“If you can destroy the occupiers, please do it; everyone who can come back to Ukraine, please come back to defend Ukraine and after that we will have a lot of work to do to rebuild our Ukraine … Every friend of Ukraine who wants to join Ukraine in defending the country, please come over, we will give you weapons.”

In Kyiv, some 25,000 automatic weapons have been handed out to the general population and across Ukraine people were heeding calls to make Molotov cocktails to throw at Russian troops and tanks. In the southeastern city of Dnipro, Sky News showed scores of mostly young people making Molotov cocktails in a square where lines of people were signing up for conscription. Zelenskyy called for a general military mobilization of the population and forbid any male between the age of 18 and 60 from leaving the country.

“Everyone who is defending Ukraine is a hero,” Zelenskyy said.

He made a plea for Russians in Russia to stand up to Putin and stop the war. Anti-war protests have broken out across Russia and the rest of Europe, where national monuments have been bathed in the colors of the Ukrainian flag, yellow and blue.

“Now, I want everyone in Russia to hear me, everybody,” he said. “Hundreds of captured soldiers who are here in Ukraine don't know why they were sent here to kill people or to be killed. The sooner you tell your government that the war has to be stopped, more people from your country will stay alive.”

The invasion of Ukraine is turning into a horrific bloodbath with street fighting, blown up residential buildings, dead civilians, including children, and hundreds of thousands of Ukrainians fleeing the country. The European Union is preparing for as many as 4 million Ukrainian refugees.

In the West, hope is growing that Putin may have made a catastrophic miscalculation by thinking he could send his army into Ukraine and install a new pro-Kremlin regime.

“Putin's war of choice has required that we follow through on imposing the massive consequences and severe costs and that we ensure his flagrant violation of international law will be a strategic failure,” said Ned Price, a U.S. State Department spokesman, on Friday.

“The people of Russia, as we have said time and again, are not our enemy,” Price said. “We hold President Putin and his cronies responsible for this war.”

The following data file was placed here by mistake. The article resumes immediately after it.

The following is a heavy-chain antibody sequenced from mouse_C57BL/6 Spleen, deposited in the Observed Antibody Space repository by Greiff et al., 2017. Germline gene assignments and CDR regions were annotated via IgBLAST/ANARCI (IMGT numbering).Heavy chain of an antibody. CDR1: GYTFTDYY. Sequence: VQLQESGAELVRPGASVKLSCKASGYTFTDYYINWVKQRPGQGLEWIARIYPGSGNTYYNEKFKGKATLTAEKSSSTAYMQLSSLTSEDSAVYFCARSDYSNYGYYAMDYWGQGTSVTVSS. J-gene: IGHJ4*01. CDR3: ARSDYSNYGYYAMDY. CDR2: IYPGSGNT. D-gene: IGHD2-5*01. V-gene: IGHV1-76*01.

Analysts are beginning to see the resistance by Ukrainians as a potential turning point in the conflict.

“I think what we're seeing is an incredibly strong and brave defense of Ukraine by the Ukrainian people, it's very much a David and Goliath struggle,” said Donnacha O Beachain, a politics professor at Dublin City University who specializes in post-Soviet politics, speaking on TRT World, a Turkish news broadcaster.

“Putin has made a direct request to the Ukrainian people to not fight, to give up. They haven't done that, they haven't surrendered,” he said. “The people on the streets have been quite clear that they were born in an independent Ukraine — 30 years ago now it's been established — and they would prefer to die in an independent Ukraine.”

One example of this is Sviatoslav Yurash, a 26-year-old who is the youngest member of Ukraine's parliament and who took up arms, as reported by Sky News.

“Everything is at stake here, I'm no soldier, I don't have that much experience with the gun, but again when you are fighting for your life, you learn pretty quick,” he said in a social media post. “The reality is that Ukraine doesn't have a choice if it wants to survive as a state. Russia wants to destroy us and we Ukrainians are not going to let that happen. I was born in an independent Ukraine and I shall die in an independent Ukraine.”


O Beachain said Putin likely did not expect this level of patriotism by Ukrainians willing to defend their country with their own lives.

“It was unexpected and they're left with a choice: How much of Ukraine are they willing to destroy in order to control it, how many poeple are they willing to kill,” O Beachain said. “Ukrainians on their part are left with the decision or the choice of whether to have set-piece battles to defend Kyiv or to draw the Russians into Kyiv for guerilla warfare … It would be very difficult for the Russian army to occupy street by street a hostile city, which they won't be familiar with, with heavily armed people.”